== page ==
Saudi Arabia's Saudi Aramco, the largest and most sophisticated oil company in the world; Russia's Gazprom, a company that Russia's President Vladimir Putin wrested away from the oligarchs; The China National Petroleum Corporation (CNPC), which, along with its subsidiary, Petrochina, is the world's second largest company in terms of market value; The National Iranian Oil Company, which has a monopoly on exploration, extraction, transportation and exportation of crude oil in Iran – OPEC's second largest oil producer after Saudi Arabia; Venezuela's PDVSA, a company the late president Hugo Chavez dismantled and rebuilt into his country's economic engine and part of his diplomatic arsenal; Brazil's Petrobras, a leader in deep water oil production, that pumps out 2 million barrels of crude oil a day; and Malaysia's Petronas - Asia's most profitable company in 2012.
Primarily state-owned, the new Seven Sisters control a third of the world's oil and gas production, as well as a third of the world's reserves. The old Seven Sisters, by comparison, produce a tenth of the world's oil, and their control has dwindled to only three percent of the reserves.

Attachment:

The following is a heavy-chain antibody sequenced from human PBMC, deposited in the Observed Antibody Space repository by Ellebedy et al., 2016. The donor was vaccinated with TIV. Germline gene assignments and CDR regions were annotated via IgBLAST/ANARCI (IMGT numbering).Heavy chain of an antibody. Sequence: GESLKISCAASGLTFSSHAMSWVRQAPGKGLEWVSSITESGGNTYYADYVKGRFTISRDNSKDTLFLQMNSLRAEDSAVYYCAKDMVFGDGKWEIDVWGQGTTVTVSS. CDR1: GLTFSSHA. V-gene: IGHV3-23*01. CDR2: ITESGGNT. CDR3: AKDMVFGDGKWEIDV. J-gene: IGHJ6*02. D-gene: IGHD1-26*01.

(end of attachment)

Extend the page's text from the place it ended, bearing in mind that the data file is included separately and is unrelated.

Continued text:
The balance has shifted.
This short film chronicles the events of September 25 to 29 in Madrid, Spain, where tens of thousands of people have taken to the streets to demand the resignation of the government and an end to police brutality. Many of the protests ended in clashes with the police. Since the stand off began, the images of police brutality have travelled the world over, shocking and inspiring people across Europe and leading to an international day of action on September 29. This film tells the story of why so many people took to the streets and follows these events as they unfolded.
H/T RightWingWatch for the video.
During a recent episode of Pat Robertson's "The 700 Club," a woman who had adopted three children from three different foreign nations wrote in seeking dating advice. She explained that she's having a difficult time finding a man who will date her after she tells him about the children.
Robertson replied in his typical most compassionate of conservatives fashion.